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UK regulators to look at barriers to long-term investment

FILE PHOTO: The Bank of England and Royal Exchange are reflected in a puddle as a pedestrian walks past, amid the coronavirus disease (COVID-19) outbreak in London, Britain, November 19, 2020. REUTERS/Simon Dawson

LONDON (Reuters) - The Bank of England said it would ask the finance industry and business how best to promote long-term investment, as part of a review into how to boost economic productivity once Britain emerges from the coronavirus pandemic.

A working group - run jointly with the finance ministry and the Financial Conduct Authority - will ask banks, investment firms, infrastructure companies and others how to aid investment in green technology, plant and equipment, and research.

“The working group’s mandate will be to agree the necessary foundations that could be implemented by firms and investment platforms, to facilitate investment in long-term assets by a wide range of investors,” the BoE said.

Concerns about low business investment have been around for years in Britain, and intensified after the last financial crisis when slower productivity growth became more visible.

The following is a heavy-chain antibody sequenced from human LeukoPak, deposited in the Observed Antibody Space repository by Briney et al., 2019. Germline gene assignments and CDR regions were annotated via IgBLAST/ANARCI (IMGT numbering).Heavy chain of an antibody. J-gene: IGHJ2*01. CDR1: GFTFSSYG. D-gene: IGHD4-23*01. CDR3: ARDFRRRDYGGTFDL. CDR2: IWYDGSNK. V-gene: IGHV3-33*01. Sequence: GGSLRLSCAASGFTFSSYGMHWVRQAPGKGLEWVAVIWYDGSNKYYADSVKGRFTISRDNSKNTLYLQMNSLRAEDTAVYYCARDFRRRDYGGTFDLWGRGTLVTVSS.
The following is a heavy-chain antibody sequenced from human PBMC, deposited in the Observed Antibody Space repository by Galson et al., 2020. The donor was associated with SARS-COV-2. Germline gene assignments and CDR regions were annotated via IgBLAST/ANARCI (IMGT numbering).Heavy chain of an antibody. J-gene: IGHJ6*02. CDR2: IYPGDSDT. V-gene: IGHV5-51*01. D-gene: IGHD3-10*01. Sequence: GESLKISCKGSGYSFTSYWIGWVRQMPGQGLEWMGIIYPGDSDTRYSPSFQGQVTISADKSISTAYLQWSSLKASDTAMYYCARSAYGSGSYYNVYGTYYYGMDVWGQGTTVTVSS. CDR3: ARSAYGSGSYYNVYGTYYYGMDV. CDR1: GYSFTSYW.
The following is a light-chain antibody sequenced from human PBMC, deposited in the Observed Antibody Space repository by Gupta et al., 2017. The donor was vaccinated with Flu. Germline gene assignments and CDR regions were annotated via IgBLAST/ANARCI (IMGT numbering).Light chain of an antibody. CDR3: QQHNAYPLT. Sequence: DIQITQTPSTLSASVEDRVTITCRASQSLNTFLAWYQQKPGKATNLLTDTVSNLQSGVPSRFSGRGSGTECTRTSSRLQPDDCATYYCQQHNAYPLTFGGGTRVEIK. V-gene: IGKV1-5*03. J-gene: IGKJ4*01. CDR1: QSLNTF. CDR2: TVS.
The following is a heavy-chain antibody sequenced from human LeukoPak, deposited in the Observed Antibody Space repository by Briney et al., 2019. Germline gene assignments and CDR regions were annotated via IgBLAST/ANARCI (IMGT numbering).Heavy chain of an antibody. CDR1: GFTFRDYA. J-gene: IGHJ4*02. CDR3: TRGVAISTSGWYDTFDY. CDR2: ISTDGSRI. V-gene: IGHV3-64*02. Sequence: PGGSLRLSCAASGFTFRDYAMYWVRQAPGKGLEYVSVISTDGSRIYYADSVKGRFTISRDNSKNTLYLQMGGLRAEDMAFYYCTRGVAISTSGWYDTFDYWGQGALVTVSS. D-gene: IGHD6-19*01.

The new working group follows other reviews into long-term investment in 2016 and 2019, and the BoE said it was intended to propose a roadmap of future actions.

BoE Governor Andrew Bailey said in a speech on Tuesday that financing green technology would “require investment on a much larger scale than we have seen in recent years”, and that he would review whether regulation limited this unnecessarily.

One question on the table is whether British private pension funds should be encouraged to invest more in illiquid, long-term infrastructure projects, and whether this can be done without reducing protection for investors.

Reporting by David Milliken; editing by Stephen Addison

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